Interesting. So where can people find those courses? My website,
I have a website meditation in medicine calm, and that’s going to have all the information about my online courses, my retreats that I do so I have a retreat for women and healthcare that I do in October at mirrorball spa. It’s the most amazing spot ever, and that’s all types of women in healthcare. But we’re not we’re it’s basically meditation and enjoying the spa and I do a little PowerPoint free little group lecture on Vedic knowledge and how it relates to life as a woman in health. Healthcare. So that’s really focused on the meditation and the stress reduction, I do another event called transformed with with my colleague, Marjorie Stiegler, who that’s more of a professional development, life transformational event. And we do that in January in Mexico. So registration for both of those are open for October this year in January of next year, and then the online courses as well. And I do another technique called tapping, which we haven’t really gotten into here. But that’s something else I do. That’s another really cool technique that helps people more with like specifics. If you want to global global life overhaul, you want to get more efficient at your job, you want to be happier, you want to be less reactive, meditations, what you want to do, but if you have a specific thing you’re trying to get over, you’re having specifically anxiety or a difficult decision to make or a phobia or trauma, difficult relationships, that’s, you can use this thing called tapping. So I have tapping question As well on that website,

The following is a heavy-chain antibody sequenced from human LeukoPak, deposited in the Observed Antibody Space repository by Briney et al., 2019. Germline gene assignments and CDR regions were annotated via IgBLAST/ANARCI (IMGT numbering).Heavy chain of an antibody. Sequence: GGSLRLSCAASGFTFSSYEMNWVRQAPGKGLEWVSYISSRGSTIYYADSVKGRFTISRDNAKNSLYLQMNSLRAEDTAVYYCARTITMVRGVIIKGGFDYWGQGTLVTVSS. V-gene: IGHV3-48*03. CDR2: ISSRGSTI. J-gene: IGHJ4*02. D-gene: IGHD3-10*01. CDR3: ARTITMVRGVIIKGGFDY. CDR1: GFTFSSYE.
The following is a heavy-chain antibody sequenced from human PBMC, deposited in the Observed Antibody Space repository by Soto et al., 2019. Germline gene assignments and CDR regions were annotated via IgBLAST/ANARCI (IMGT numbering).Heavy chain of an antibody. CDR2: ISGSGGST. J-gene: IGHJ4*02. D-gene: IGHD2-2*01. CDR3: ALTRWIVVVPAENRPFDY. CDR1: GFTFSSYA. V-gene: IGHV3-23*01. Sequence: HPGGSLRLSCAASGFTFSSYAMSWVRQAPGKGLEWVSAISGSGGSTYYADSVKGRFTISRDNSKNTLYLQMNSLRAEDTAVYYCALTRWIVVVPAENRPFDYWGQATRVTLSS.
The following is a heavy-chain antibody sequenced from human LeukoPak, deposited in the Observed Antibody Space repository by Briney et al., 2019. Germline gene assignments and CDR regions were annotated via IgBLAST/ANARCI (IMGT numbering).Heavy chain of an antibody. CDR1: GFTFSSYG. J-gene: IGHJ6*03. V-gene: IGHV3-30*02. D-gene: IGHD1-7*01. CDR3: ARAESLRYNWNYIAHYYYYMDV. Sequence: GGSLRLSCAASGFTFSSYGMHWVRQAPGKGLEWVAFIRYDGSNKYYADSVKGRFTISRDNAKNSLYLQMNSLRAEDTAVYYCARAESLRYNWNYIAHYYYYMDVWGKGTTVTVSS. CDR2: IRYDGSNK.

what exactly is tapping.